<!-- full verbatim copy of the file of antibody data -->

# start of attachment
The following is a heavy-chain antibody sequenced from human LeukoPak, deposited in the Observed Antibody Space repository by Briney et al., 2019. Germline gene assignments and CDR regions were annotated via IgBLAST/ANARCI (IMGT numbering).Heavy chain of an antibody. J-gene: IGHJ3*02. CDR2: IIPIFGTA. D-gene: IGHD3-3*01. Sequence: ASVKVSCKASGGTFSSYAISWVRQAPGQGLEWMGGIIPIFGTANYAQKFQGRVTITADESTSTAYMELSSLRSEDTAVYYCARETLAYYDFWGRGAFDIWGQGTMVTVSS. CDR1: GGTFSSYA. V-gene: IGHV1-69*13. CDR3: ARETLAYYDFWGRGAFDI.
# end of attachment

The following is a heavy-chain antibody sequenced from human LeukoPak, deposited in the Observed Antibody Space repository by Briney et al., 2019. Germline gene assignments and CDR regions were annotated via IgBLAST/ANARCI (IMGT numbering).Heavy chain of an antibody. J-gene: IGHJ3*02. CDR2: IIPIFGTA. D-gene: IGHD3-3*01. Sequence: ASVKVSCKASGGTFSSYAISWVRQAPGQGLEWMGGIIPIFGTANYAQKFQGRVTITADESTSTAYMELSSLRSEDTAVYYCARETLAYYDFWGRGAFDIWGQGTMVTVSS. CDR1: GGTFSSYA. V-gene: IGHV1-69*13. CDR3: ARETLAYYDFWGRGAFDI.